by Robert Arvay, Contributing Writer
As a young boy, I watched in wonderment on a military base, a single officer giving the command to stand at attention, and dozens of soldiers stood at attention. He gave the order to “left face,” and those dozens of soldiers faced left. He told them, “forward march,” and forward they marched.
I wondered why the soldiers did as they were told. I wondered how it was that this one officer could command them. Why was he the one in charge, and not one of the other men? Of course, my thoughts were not so precisely worded, but the questions have never left me. Indeed, over the years, the questions have only grown larger.
Years later, as I studied history, I wondered how it was possible that millions of Germans were commanded by one man named Hitler. He ordered countless numbers of his followers to their deaths, and they obeyed. Likewise, a man named Stalin sent millions of Russians to their deaths, and they obeyed. On smaller scales, the question is raised again and again and again, as dictators rise in various places around the world, snapping orders that are instantly obeyed. Saddam Hussein of Iraq, Kim Jong Un of North Korea, and Vladimir Putin of Russia are only a few examples.
How do they do it?
At first, I thought that the case of Adolph Hitler would be instructive, so I looked more deeply into it. Here was a person who, early in life, was as close to being the personification of a nobody as one can get. He tried and failed to get into an art school. In World War I, he was an undistinguished army corporal. In later years, he would snap orders to generals, even ordering their deaths if they disobeyed. An assassination attempt failed because the would-be assassins made their plan too complicated, using a briefcase bomb instead of a simple pistol.
It turns out that Hitler did not really propel himself to power. The infrastructure of future tyranny was already in place for him, as it were, awaiting him. Devious men surrounded Hitler, accomplices in treachery. Chance seems to have played a major role. In short, a complex weave of events occurred. At any moment, those events might have taken a different turn, and had they, history would not even have recorded Hitler’s name.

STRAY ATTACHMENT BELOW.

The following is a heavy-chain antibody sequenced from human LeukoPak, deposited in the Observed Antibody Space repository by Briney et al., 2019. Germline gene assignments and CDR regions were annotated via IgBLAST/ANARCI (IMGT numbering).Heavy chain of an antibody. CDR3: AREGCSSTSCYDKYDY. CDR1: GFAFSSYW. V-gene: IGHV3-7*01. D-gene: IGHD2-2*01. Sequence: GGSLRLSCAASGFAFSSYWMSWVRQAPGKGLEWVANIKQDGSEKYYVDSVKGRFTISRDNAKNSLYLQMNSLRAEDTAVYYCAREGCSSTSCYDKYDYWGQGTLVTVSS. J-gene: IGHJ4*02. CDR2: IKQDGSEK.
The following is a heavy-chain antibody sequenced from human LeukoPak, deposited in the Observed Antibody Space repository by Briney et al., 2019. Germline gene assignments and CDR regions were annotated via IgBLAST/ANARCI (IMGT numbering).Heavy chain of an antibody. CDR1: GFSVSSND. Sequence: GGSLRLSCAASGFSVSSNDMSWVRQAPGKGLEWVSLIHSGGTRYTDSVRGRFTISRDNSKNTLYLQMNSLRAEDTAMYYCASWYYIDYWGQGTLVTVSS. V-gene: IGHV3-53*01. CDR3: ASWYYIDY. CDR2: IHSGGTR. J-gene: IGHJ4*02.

My theory is that human society, and human psychology, is predisposed toward accepting tyranny. We see this as far back as the days of the Old Testament, when the Jews decided to do away with their divinely ordained system of governance, and chose instead to be more like the ungodly nations that surrounded them. They clamored for a king, and they got one. Their first king, Saul, the bad king, was replaced by David the good king, and then by Solomon, another good king, but after Solomon’s death, rule by evil took over, and Israel was brought to ruin. Had the Jews foreseen the inevitable result of their choice, they would likely have put up with their divinely appointed judges, as corrupt as those judges were.
It is because we are predisposed toward tyranny that tyrants rule.
The great exception in history has been the United States. Having suffered under a tyranny that was by no means as horrible as rule by men such as Ivan the Terrible, the Founders cobbled together an independent government that not only threw off the tyrant, but also, they hoped, would prevent any future tyrants from seizing power.
The Founders understood power. They understood how it is gained, and they understood how it is abused. They understood that the would-be tyrant must first be surrounded by lackeys, by men in the shadows, by opportunists hoping for favors. They understood the complex weave of events that must occur, and they devised a method whereby those events could never conspire to bring to absolute power any one individual.
For many decades, that system prevailed. Then it eroded. Gradually, year by year, the strengths which had under-girded our imperfect society began to weaken. Slowly, the safeguards against tyranny unraveled.
Today, we have in power that single individual that the Founders abhorred in principle. We have a man who came from seemingly nowhere, a man with no previous accomplishments, a man who refuses to divulge his college records – a man who has never so much as run a lemonade stand. He has never signed a paycheck, and indeed, never earned one from private enterprise.
Yet this man orders generals about, firing them at his whim. He presides over failure after failure, and he survives scandal after scandal. He flouts the law, violating the separation of powers, arbitrarily dismissing laws he does not like, and using illegal means to punish his political opponents. Yet, despite all this, or maybe because of all this, Barack Obama snaps orders, and millions of people comply.